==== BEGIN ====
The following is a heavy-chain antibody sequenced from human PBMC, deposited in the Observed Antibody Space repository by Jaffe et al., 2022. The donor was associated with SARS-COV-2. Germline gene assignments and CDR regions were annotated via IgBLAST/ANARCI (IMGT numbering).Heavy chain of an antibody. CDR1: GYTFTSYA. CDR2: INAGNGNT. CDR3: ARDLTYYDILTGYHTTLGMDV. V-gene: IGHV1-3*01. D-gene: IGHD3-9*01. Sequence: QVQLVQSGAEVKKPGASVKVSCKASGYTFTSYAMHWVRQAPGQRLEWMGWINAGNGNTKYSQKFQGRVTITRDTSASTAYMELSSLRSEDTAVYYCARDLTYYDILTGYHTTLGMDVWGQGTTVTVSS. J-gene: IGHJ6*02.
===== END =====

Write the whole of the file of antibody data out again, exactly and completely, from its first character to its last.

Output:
The following is a heavy-chain antibody sequenced from human PBMC, deposited in the Observed Antibody Space repository by Jaffe et al., 2022. The donor was associated with SARS-COV-2. Germline gene assignments and CDR regions were annotated via IgBLAST/ANARCI (IMGT numbering).Heavy chain of an antibody. CDR1: GYTFTSYA. CDR2: INAGNGNT. CDR3: ARDLTYYDILTGYHTTLGMDV. V-gene: IGHV1-3*01. D-gene: IGHD3-9*01. Sequence: QVQLVQSGAEVKKPGASVKVSCKASGYTFTSYAMHWVRQAPGQRLEWMGWINAGNGNTKYSQKFQGRVTITRDTSASTAYMELSSLRSEDTAVYYCARDLTYYDILTGYHTTLGMDVWGQGTTVTVSS. J-gene: IGHJ6*02.